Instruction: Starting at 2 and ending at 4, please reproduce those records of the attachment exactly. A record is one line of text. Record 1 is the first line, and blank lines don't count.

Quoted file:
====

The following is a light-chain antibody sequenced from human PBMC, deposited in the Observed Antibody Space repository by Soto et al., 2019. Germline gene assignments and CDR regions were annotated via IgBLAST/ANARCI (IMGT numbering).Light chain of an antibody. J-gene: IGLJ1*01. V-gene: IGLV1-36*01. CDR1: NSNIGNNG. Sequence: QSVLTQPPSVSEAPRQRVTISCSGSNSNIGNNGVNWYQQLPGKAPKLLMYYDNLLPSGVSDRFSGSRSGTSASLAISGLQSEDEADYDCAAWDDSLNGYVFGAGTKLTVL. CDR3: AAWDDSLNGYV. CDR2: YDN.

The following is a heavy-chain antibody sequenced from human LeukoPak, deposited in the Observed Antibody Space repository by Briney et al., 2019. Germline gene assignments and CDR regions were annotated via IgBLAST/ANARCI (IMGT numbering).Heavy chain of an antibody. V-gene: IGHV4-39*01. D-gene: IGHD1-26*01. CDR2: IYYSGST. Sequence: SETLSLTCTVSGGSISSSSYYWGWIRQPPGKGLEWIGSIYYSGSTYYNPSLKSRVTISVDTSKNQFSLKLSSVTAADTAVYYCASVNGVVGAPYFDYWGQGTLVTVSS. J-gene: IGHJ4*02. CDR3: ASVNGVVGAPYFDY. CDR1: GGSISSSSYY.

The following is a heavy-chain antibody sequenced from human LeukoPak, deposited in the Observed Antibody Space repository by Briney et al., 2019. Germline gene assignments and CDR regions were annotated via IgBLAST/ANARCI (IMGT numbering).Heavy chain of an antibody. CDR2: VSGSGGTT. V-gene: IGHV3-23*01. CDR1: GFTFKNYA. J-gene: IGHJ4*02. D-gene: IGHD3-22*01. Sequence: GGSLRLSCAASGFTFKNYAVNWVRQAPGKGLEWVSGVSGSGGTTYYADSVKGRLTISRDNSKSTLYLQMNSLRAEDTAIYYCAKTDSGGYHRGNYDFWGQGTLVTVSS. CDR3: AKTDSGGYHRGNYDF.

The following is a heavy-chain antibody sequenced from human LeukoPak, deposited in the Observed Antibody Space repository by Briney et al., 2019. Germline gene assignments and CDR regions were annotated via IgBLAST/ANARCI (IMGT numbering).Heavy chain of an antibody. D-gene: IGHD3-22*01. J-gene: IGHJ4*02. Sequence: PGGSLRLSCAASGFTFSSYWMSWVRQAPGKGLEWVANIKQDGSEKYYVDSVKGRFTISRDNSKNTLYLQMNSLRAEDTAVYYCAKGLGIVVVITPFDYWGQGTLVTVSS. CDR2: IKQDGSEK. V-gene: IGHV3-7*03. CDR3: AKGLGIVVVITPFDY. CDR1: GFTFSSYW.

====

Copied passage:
The following is a heavy-chain antibody sequenced from human LeukoPak, deposited in the Observed Antibody Space repository by Briney et al., 2019. Germline gene assignments and CDR regions were annotated via IgBLAST/ANARCI (IMGT numbering).Heavy chain of an antibody. V-gene: IGHV4-39*01. D-gene: IGHD1-26*01. CDR2: IYYSGST. Sequence: SETLSLTCTVSGGSISSSSYYWGWIRQPPGKGLEWIGSIYYSGSTYYNPSLKSRVTISVDTSKNQFSLKLSSVTAADTAVYYCASVNGVVGAPYFDYWGQGTLVTVSS. J-gene: IGHJ4*02. CDR3: ASVNGVVGAPYFDY. CDR1: GGSISSSSYY.

The following is a heavy-chain antibody sequenced from human LeukoPak, deposited in the Observed Antibody Space repository by Briney et al., 2019. Germline gene assignments and CDR regions were annotated via IgBLAST/ANARCI (IMGT numbering).Heavy chain of an antibody. CDR2: VSGSGGTT. V-gene: IGHV3-23*01. CDR1: GFTFKNYA. J-gene: IGHJ4*02. D-gene: IGHD3-22*01. Sequence: GGSLRLSCAASGFTFKNYAVNWVRQAPGKGLEWVSGVSGSGGTTYYADSVKGRLTISRDNSKSTLYLQMNSLRAEDTAIYYCAKTDSGGYHRGNYDFWGQGTLVTVSS. CDR3: AKTDSGGYHRGNYDF.

The following is a heavy-chain antibody sequenced from human LeukoPak, deposited in the Observed Antibody Space repository by Briney et al., 2019. Germline gene assignments and CDR regions were annotated via IgBLAST/ANARCI (IMGT numbering).Heavy chain of an antibody. D-gene: IGHD3-22*01. J-gene: IGHJ4*02. Sequence: PGGSLRLSCAASGFTFSSYWMSWVRQAPGKGLEWVANIKQDGSEKYYVDSVKGRFTISRDNSKNTLYLQMNSLRAEDTAVYYCAKGLGIVVVITPFDYWGQGTLVTVSS. CDR2: IKQDGSEK. V-gene: IGHV3-7*03. CDR3: AKGLGIVVVITPFDY. CDR1: GFTFSSYW.